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Any chance - Natwest overdraft fees and interest

4 replies 2.1K views
SD18SD18 Forumite
19 posts
Hi all,

So I've had a Natwest account since I was a kid, now 31.

Throughout the early-mid years of this decade, I suffered from pretty bad mental heath issues. This in turn led to financial issues. Natwest offered me an overdraft, which I accepted thinking it would lessen the stress.
However once I was in it, it just spiraled. Gradually increasing the agreed limit to £2750. I've also had two loans with Natwest which I am still paying to this day. Never missed a payment however, that is one thing I make sure I pay.
I've spoken to Natwest several times to try and disconsolate everything into one. A new loan (to pay off my overdraft, combine the two other loans so I just have one payment but they turned me down). They didn't offer any other assistance or help ie. to freeze the interest etc.

Anyway to cut a long story short, I have just been back through all my statements and found the below:
I have consistently been in my agreed overdraft since April 2016. Often very close to the limit. I don't think I have ever been over it as I literally begged people for a £10 here or there to stop that happening.
I have payed out since April 2016 £957 in interest and £228 in overdraft fees.
During this time I also had 3 maxed out high interest credit cards and took out some payday loans.
I had to cancel direct debits to avoid unpaid fees with Natwest but obviously then that messed around the utility etc what the DD was for. All of this whilst I was struggling with my mental health.

Well, the good news is that a close family member has cleared off overdraft for me last week meaning that for the first time in 3 years, I'm in the plus. I managed to scrimp and save and pay off the credit cards myself. I have agreed to pay back the money lent to me.

I read that the claiming back charges because they were unfair boat has long sailed but I still read about people getting back charges and fees etc as they were/are in hardship. I would say that the combined total of £1185 would have gone a long way to helping me out of the debt (and would have certainly taken a lot of stress and anxiety away).

Would I have any sort of case to speak to Natwest about any form of refund or am I barking?

Replies

  • zx81zx81 Forumite
    28.4K posts
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    The latter.
  • edited 7 June 2019 at 2:06PM
    NasqueronNasqueron Forumite
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    edited 7 June 2019 at 2:06PM
    Current hardship they can look at, historical charges they won't because of the 2009 supreme court case. The family clearing the debt might scupper this but worth an ask because it's clearly an unmanageable situation and you'll presumably still be struggling
    the concept of a United States of Europe is right.” Winston Churchill 1930
    I think that the Government are right to apply to join the European Economic Community...” -Winston Churchill 1961
    “The future of Europe if Britain were to be excluded is black indeed.”[FONT=&quot][FONT=&quot][FONT=&quot] - Winston Churchill 1963
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  • SD18SD18 Forumite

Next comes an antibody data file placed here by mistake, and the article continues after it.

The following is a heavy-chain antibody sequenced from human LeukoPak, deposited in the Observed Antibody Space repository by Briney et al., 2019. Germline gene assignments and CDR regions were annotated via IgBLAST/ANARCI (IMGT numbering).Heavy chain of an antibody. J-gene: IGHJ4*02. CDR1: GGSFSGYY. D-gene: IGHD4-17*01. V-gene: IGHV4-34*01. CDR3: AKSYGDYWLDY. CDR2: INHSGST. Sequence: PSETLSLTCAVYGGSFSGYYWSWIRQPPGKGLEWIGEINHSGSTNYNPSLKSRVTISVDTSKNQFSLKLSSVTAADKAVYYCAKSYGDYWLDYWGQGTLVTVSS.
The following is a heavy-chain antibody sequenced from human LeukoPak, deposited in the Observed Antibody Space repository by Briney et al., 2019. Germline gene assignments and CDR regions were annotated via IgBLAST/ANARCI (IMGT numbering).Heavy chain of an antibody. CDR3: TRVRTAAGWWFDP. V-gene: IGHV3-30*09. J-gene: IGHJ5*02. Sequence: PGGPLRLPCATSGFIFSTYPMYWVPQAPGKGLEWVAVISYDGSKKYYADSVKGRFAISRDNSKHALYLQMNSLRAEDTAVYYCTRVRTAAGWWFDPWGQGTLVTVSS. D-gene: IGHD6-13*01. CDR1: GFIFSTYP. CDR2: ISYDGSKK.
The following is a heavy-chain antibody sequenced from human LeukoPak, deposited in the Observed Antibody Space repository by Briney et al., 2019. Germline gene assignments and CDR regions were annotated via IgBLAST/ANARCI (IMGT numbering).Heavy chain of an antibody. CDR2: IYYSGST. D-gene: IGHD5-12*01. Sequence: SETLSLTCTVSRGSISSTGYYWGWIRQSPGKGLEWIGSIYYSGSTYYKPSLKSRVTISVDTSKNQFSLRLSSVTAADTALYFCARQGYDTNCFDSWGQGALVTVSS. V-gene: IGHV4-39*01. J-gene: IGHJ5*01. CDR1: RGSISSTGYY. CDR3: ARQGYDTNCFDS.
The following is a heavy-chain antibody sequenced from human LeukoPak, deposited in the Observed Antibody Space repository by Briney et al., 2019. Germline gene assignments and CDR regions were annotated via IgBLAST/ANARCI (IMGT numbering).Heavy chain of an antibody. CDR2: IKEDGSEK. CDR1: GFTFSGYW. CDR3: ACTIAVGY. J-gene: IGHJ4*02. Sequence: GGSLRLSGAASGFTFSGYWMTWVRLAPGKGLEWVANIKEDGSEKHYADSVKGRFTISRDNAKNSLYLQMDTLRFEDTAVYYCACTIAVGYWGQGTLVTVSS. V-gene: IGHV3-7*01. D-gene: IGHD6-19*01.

19 posts
    Nasqueron wrote: »
    Current hardship they can look at, historical charges they won't because of the 2009 supreme court case. The family clearing the debt might scupper this but worth an ask because it's clearly an unmanageable situation and you'll presumably still be struggling

    I am still struggling. Not as much as what I was last week, but it's been years of hell and finally there is light at the end of tunnel (which is obviously a reward in itself).

    I don't hold out much hope. But it doesn't cost anything to ask I guess?

    What would be the best method? A written letter outlining the circumstances, send them an email or call? From what I've read, it shouldn't be demanding anything or saying unfair etc.
  • NasqueronNasqueron Forumite
    7.7K posts
    ✭✭✭✭
    SD18 wrote: »
    I am still struggling. Not as much as what I was last week, but it's been years of hell and finally there is light at the end of tunnel (which is obviously a reward in itself).

    I don't hold out much hope. But it doesn't cost anything to ask I guess?

    What would be the best method? A written letter outlining the circumstances, send them an email or call? From what I've read, it shouldn't be demanding anything or saying unfair etc.


    Write to them explaining the situation, charges causing more charges, not earning enough to clear the debt and getting charges etc.


    Do remember though they may not refund any charges (typically if they do, it will be 6 months) - they may freeze future charges and they may expect you to complete a debt planner as well


    They are obligated to treat you carefully and fairly but on the flip side if they think you are taking the mick, spending on luxuries like £50 a month phone contracts or Sky TV then they are less likely to help


    Search for "bank name financial hardship" and follow the link - ensure you are on the bank website not a claims firm who might be trying to con you
    the concept of a United States of Europe is right.” Winston Churchill 1930
    I think that the Government are right to apply to join the European Economic Community...” -Winston Churchill 1961
    “The future of Europe if Britain were to be excluded is black indeed.”[FONT=&quot][FONT=&quot][FONT=&quot] - Winston Churchill 1963
    [/FONT][/FONT][/FONT]
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